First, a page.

Vodafone has retained its position as the UK’s most valuable brand with a value of $36.8bn, nearly as much as second placed HSBC and third placed BT combined, despite a 4% decrease in brand value versus 2015. It’s the 11th year that the world’s second largest mobile phone company has topped the UK list.
Google, meanwhile, has reclaimed the top spot in the global top 100, knocking Apple off pole position after just one year.
Vodafone’s total revenue grew 2.3% to £41bn for the year ending 31 March 2016 as ‘Project Spring’, its £19bn investment launched in 2013 to improve its network, concluded.
Group chief executive, Vittorio Colao, said the investment “transformed the quality” of Vodafone’s technology, enhanced the customer experience and enabled the company to expand its enterprise services.
He added: “Looking forward, we will continue to invest in our customer excellence programmes in both mobile and converged services. I am confident we will sustain our positive momentum in the coming year, allowing us to maintain attractive returns for our shareholders.”
Combined value drops
The UK accounts for 3% of brand value with just five brands included in the top 100. This compares to the US, which accounts for 69% of the growth achieved by the top 100 and accounts for 51% of the brands listed.
Overall brand value for the top 10 UK brands has decreased by 8% since 2015. BT and personal care brand Dove are the only brands to see an increase in brand value. The telecoms company grew its value by 3%, moving up one place to rank third, while Unilever-owned Dove also grew by 3%, re-entering the top 10 in 9th place. Tea maker Lipton, meanwhile, is a new entry in 7th place.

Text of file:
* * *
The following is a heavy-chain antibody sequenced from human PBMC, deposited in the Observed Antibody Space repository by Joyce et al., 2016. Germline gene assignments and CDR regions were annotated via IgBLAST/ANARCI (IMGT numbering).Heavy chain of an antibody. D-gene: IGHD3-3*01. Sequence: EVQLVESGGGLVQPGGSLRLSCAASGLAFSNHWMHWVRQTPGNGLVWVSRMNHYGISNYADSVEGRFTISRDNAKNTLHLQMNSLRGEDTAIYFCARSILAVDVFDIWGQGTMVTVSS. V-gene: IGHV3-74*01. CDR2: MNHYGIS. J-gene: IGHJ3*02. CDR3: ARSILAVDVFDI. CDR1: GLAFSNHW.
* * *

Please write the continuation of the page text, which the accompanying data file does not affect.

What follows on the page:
BT rises again this year following a 17% boost in 2015 when it expanded its TV and mobile offer and enhanced its entertainment credentials.
Jane Bloomfield, head of sales and marketing at Millward Brown, says: “[BT] has worked a lot on what customers need and [come up with] great ideas to meet those needs. It’s about entertainment and sport and it has contributed to a nice success story for them.”
Tesco has also done better this year because although it has slipped by 5% it’s a small dip compared to the 37% drop it experienced in 2015. “[Tesco] has had a great recovery,” says Bloomfield. “If you look at the strategy, which it has talked about publically, it’s about customer service and we have begun to see a turnaround already.”
Oil and gas brands suffer
It’s not such good news for Shell and BP, however. The oil and gas companies have seen the biggest drop in value in the UK top 10. Shell’s value has fallen by 21% while BP has seen an 18% drop year-on-year, which perhaps isn’t surprising given the challenges in the oil and gas market and the ongoing effect on profits.
HSBC, meanwhile, drops by 16% but holds on to second place. Despite decreasing in value HSBC is still the highest ranked global bank overall as nine out of 10 other bank brands lost value too.
Oil and gas and banking brands saw the biggest decrease in value in the UK over the past year, dropping 18%, while the remainder of the brands together grew by 1%.
Burberry didn’t make the UK top 10 this year, but ranks 7th in the luxury market, dropping 20% owing to the slowdown in China.